As oil prices have rebounded better than forecasted and predicted, the sector is turning in solid profits, with Premier Jason Kenney urging producers to flip those profits into project spending and jobs. These price rebounds and increases are music to Alberta’s ears and a welcome sight, and it’s a sign of growing optimism within the province and its main economic driver, and has people wondering if we are on the verge of another oil boom?
Kenney is also trying to toe the line with producers and industry who have close relations with investors, who are seeking financial prudence and wherewithal after some lean years that reached a head caused by a global pandemic and crippling recession.
Alberta’s most recent budget was budgeting oil prices of $46 per barrel, and was hopeful prices would hit $56 by 2023-24. Oil prices are currently hovering well above both those benchmarks, with U.S. West Texas Intermediate and Brent Crude north of $80, which will have key economic impacts for the province and sector. It has been a long time coming with prices like these, as one would have to go back to 2014 to see similar numbers.
Alberta’s economy, largely tied to oil, has been hit hard on the unemployment front due to fluctuating and inconsistent oil prices and COVID-19, hence Kenney’s urging of producers to spend and create more jobs, which would be a welcome sight to thousands of Albertans. Large-scale projects and investments are drivers to create more jobs, and no with OPEC constraints on supply and controlling the market, brighter times seem on the horizon. More activity also means more jobs.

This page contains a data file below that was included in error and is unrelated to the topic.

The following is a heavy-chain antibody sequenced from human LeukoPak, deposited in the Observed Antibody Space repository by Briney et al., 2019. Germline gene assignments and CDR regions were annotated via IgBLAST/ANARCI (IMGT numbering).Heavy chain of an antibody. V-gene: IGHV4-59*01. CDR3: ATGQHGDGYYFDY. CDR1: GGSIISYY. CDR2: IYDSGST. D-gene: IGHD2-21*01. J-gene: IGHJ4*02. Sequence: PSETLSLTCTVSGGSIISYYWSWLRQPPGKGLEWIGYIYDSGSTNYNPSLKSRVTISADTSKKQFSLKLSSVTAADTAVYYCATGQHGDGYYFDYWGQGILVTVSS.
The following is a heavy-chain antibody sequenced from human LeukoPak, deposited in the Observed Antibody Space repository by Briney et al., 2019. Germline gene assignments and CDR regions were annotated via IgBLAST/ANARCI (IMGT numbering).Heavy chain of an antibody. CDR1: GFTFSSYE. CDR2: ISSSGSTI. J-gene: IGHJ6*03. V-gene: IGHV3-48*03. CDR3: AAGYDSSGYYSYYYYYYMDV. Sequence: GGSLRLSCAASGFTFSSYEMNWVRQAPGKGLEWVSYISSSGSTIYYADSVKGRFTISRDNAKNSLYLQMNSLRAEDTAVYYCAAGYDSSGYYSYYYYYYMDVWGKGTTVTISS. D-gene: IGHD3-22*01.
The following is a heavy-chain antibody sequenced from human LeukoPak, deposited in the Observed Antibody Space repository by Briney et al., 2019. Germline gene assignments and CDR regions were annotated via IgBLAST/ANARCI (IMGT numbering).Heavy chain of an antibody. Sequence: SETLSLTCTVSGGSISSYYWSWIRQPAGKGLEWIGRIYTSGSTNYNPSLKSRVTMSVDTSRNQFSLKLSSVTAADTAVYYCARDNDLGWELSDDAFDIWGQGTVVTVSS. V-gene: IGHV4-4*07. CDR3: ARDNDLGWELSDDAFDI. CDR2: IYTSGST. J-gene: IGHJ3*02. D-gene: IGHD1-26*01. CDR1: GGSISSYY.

Mood across the industry is shifting, there is light at the end of the tunnel, and companies are preparing for a busy winter drilling season, and other projects taking shape, such as the Pathways to Net Zero initiative, which would include a 400km pipeline, manufacturing jobs, and enabling infrastructure, the economic impacts for Albertans is massive.
Rig count is vastly improved from last year – another positive sign for the province and sector, as anticipation for activity is fervent.
Shell’s proposal for a large-scale carbon capture and storage facility in Alberta is another exciting project that would create jobs and give another shot in the arm to the province.
The Line 3 replacement project, which has been substantially completed and set to be fully operational, is another shot in the arm for the sector.
These projects and investments, from both province and sector perspectives, highlight an industry that is flourishing and innovating while being able to keep up with demand for its product and services.
The oil and gas sector in Alberta is currently operating at a profit. With the cost of producing a barrel of oil roughly $30, and with prices where they are, profitability is a welcome sight after a crushing pandemic and recession. This also provides companies the opportunity to pay down debt.
For Canada to produce a barrel of oil, it also comes cheaper compared to other countries. This touches on the sector’s resiliency and ability to bounce back when in the face of hard times, and a reason why the sector is experiencing such a boom in prices and activity as we near the end of a challenging stretch.